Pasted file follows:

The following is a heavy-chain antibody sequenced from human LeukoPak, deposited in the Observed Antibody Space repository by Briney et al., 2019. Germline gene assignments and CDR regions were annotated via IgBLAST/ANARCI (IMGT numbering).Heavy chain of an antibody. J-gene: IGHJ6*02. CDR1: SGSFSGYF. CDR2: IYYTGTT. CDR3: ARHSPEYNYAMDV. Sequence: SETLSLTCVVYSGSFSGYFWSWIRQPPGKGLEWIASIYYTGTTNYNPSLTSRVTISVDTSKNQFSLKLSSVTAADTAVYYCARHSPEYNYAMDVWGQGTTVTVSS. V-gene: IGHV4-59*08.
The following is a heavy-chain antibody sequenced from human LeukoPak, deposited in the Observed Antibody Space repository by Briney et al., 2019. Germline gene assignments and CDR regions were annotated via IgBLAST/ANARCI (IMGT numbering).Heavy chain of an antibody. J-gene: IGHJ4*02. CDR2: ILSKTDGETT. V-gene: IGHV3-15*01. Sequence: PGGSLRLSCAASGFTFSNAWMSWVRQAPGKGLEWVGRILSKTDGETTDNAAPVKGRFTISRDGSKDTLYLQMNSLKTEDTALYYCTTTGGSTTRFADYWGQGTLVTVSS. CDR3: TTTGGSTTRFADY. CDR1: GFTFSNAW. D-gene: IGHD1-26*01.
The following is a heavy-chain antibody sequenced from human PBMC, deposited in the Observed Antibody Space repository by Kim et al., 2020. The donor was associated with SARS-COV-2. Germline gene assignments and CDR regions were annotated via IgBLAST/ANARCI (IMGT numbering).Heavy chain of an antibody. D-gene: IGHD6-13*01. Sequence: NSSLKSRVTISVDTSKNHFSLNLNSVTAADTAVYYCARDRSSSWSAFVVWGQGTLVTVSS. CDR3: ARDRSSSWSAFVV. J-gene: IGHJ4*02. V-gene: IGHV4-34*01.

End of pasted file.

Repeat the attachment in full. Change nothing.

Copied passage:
The following is a heavy-chain antibody sequenced from human LeukoPak, deposited in the Observed Antibody Space repository by Briney et al., 2019. Germline gene assignments and CDR regions were annotated via IgBLAST/ANARCI (IMGT numbering).Heavy chain of an antibody. J-gene: IGHJ6*02. CDR1: SGSFSGYF. CDR2: IYYTGTT. CDR3: ARHSPEYNYAMDV. Sequence: SETLSLTCVVYSGSFSGYFWSWIRQPPGKGLEWIASIYYTGTTNYNPSLTSRVTISVDTSKNQFSLKLSSVTAADTAVYYCARHSPEYNYAMDVWGQGTTVTVSS. V-gene: IGHV4-59*08.
The following is a heavy-chain antibody sequenced from human LeukoPak, deposited in the Observed Antibody Space repository by Briney et al., 2019. Germline gene assignments and CDR regions were annotated via IgBLAST/ANARCI (IMGT numbering).Heavy chain of an antibody. J-gene: IGHJ4*02. CDR2: ILSKTDGETT. V-gene: IGHV3-15*01. Sequence: PGGSLRLSCAASGFTFSNAWMSWVRQAPGKGLEWVGRILSKTDGETTDNAAPVKGRFTISRDGSKDTLYLQMNSLKTEDTALYYCTTTGGSTTRFADYWGQGTLVTVSS. CDR3: TTTGGSTTRFADY. CDR1: GFTFSNAW. D-gene: IGHD1-26*01.
The following is a heavy-chain antibody sequenced from human PBMC, deposited in the Observed Antibody Space repository by Kim et al., 2020. The donor was associated with SARS-COV-2. Germline gene assignments and CDR regions were annotated via IgBLAST/ANARCI (IMGT numbering).Heavy chain of an antibody. D-gene: IGHD6-13*01. Sequence: NSSLKSRVTISVDTSKNHFSLNLNSVTAADTAVYYCARDRSSSWSAFVVWGQGTLVTVSS. CDR3: ARDRSSSWSAFVV. J-gene: IGHJ4*02. V-gene: IGHV4-34*01.